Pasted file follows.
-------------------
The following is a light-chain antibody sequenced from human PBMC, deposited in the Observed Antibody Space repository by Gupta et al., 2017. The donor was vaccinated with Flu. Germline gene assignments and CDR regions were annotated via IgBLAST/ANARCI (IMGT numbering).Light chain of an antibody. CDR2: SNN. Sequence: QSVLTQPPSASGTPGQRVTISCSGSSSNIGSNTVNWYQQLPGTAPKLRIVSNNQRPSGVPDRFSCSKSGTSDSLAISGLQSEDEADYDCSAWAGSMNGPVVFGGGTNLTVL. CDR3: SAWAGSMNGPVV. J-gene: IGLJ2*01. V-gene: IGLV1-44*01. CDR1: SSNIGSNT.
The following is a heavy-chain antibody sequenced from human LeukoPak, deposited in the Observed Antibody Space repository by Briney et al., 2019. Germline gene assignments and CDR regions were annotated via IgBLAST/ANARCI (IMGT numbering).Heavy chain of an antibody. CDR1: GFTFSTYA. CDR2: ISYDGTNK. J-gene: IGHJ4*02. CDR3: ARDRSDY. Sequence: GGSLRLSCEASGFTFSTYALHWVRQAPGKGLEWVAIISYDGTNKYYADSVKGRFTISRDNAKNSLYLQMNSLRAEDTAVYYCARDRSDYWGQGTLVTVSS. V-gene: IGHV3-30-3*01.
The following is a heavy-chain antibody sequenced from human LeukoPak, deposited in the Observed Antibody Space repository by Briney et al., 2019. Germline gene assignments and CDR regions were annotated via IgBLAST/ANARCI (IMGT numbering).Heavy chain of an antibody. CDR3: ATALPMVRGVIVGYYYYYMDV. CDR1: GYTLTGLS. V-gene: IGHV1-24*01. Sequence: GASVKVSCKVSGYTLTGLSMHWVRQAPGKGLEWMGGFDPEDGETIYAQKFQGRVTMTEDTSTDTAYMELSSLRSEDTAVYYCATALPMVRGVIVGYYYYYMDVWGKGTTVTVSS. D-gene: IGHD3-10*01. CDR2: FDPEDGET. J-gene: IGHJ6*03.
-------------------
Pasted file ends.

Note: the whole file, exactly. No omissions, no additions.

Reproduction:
The following is a light-chain antibody sequenced from human PBMC, deposited in the Observed Antibody Space repository by Gupta et al., 2017. The donor was vaccinated with Flu. Germline gene assignments and CDR regions were annotated via IgBLAST/ANARCI (IMGT numbering).Light chain of an antibody. CDR2: SNN. Sequence: QSVLTQPPSASGTPGQRVTISCSGSSSNIGSNTVNWYQQLPGTAPKLRIVSNNQRPSGVPDRFSCSKSGTSDSLAISGLQSEDEADYDCSAWAGSMNGPVVFGGGTNLTVL. CDR3: SAWAGSMNGPVV. J-gene: IGLJ2*01. V-gene: IGLV1-44*01. CDR1: SSNIGSNT.
The following is a heavy-chain antibody sequenced from human LeukoPak, deposited in the Observed Antibody Space repository by Briney et al., 2019. Germline gene assignments and CDR regions were annotated via IgBLAST/ANARCI (IMGT numbering).Heavy chain of an antibody. CDR1: GFTFSTYA. CDR2: ISYDGTNK. J-gene: IGHJ4*02. CDR3: ARDRSDY. Sequence: GGSLRLSCEASGFTFSTYALHWVRQAPGKGLEWVAIISYDGTNKYYADSVKGRFTISRDNAKNSLYLQMNSLRAEDTAVYYCARDRSDYWGQGTLVTVSS. V-gene: IGHV3-30-3*01.
The following is a heavy-chain antibody sequenced from human LeukoPak, deposited in the Observed Antibody Space repository by Briney et al., 2019. Germline gene assignments and CDR regions were annotated via IgBLAST/ANARCI (IMGT numbering).Heavy chain of an antibody. CDR3: ATALPMVRGVIVGYYYYYMDV. CDR1: GYTLTGLS. V-gene: IGHV1-24*01. Sequence: GASVKVSCKVSGYTLTGLSMHWVRQAPGKGLEWMGGFDPEDGETIYAQKFQGRVTMTEDTSTDTAYMELSSLRSEDTAVYYCATALPMVRGVIVGYYYYYMDVWGKGTTVTVSS. D-gene: IGHD3-10*01. CDR2: FDPEDGET. J-gene: IGHJ6*03.